One readily available way to practice this kind of thinking is to catch your negative self-talk and replace it with positive reminders of who you really are. Tell yourself the whole truth, which is, “Even though I’m struggling, I know I can do this,” “I can do all things through Christ who strengthens me,” “Even when I’m upset, I’m still committed to a good outcome,” God will never leave me or forsake me,” or simply, “I’m good at what I do.”
Your words have power. Speak life over your situation.
Third, nothing helps you develop resilience like taking action.
Often, the best thing to do when life knocks the wind out of you is to simply DO SOMETHING.
When you ignore your problems and hope they go away, you end up feeling powerless and stuck. The fastest way to break that hold is to simply get moving. Take one decisive action. Just one step and see what happens. Ask God to order your steps and He will.
Every time you tackle an obstacle, you stir up your inner reserves of resilience and courage. This makes you feel powerful, and capable of taking the next step. Then, you’re able to continue to move toward forward, one small step at a time.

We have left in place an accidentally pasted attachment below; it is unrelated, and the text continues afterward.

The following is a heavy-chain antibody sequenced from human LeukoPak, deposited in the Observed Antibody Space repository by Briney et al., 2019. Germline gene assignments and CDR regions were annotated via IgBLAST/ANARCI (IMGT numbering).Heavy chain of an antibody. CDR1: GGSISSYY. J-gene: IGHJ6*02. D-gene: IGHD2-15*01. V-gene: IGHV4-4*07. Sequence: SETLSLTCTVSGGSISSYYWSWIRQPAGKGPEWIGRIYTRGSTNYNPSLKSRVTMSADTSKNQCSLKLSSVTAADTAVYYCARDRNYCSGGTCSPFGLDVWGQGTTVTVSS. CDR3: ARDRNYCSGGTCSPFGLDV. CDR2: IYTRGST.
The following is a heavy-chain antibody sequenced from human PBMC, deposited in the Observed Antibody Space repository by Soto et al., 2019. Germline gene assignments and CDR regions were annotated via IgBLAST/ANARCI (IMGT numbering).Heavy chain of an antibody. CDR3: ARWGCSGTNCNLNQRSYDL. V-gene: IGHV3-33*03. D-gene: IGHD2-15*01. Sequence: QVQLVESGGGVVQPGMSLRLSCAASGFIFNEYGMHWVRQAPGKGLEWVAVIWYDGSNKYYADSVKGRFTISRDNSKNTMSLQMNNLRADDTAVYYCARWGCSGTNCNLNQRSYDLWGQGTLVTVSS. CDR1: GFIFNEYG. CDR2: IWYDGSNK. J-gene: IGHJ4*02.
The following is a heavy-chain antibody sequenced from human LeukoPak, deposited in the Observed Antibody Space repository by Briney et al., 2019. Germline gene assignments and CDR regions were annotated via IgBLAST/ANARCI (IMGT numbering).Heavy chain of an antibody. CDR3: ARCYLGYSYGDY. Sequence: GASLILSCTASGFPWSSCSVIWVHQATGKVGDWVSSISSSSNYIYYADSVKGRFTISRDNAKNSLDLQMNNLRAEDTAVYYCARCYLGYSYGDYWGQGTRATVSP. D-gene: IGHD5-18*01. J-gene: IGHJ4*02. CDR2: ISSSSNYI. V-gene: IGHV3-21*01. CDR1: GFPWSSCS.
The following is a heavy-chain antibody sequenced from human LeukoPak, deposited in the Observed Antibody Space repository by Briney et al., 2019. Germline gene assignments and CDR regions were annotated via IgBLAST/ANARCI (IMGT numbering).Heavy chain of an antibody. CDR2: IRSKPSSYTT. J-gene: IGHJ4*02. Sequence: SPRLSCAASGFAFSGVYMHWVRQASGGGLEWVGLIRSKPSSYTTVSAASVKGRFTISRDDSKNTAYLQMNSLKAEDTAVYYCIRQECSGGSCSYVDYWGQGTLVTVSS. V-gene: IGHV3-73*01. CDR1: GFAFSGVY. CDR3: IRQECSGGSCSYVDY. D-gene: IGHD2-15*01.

Your storms aren’t sent to destroy you, but rather to strengthen you. And, when you look back, it’s often the challenges that you’ve overcome that have grown your faith. Those challenges you’ve bounced back from are the things that give you a testimony – that give you a story to help encourage others.
And when it feels like you can’t rise again, remember the worlds of Dr. Jose Harris, “Falling down is a part of life. Getting back up is living.”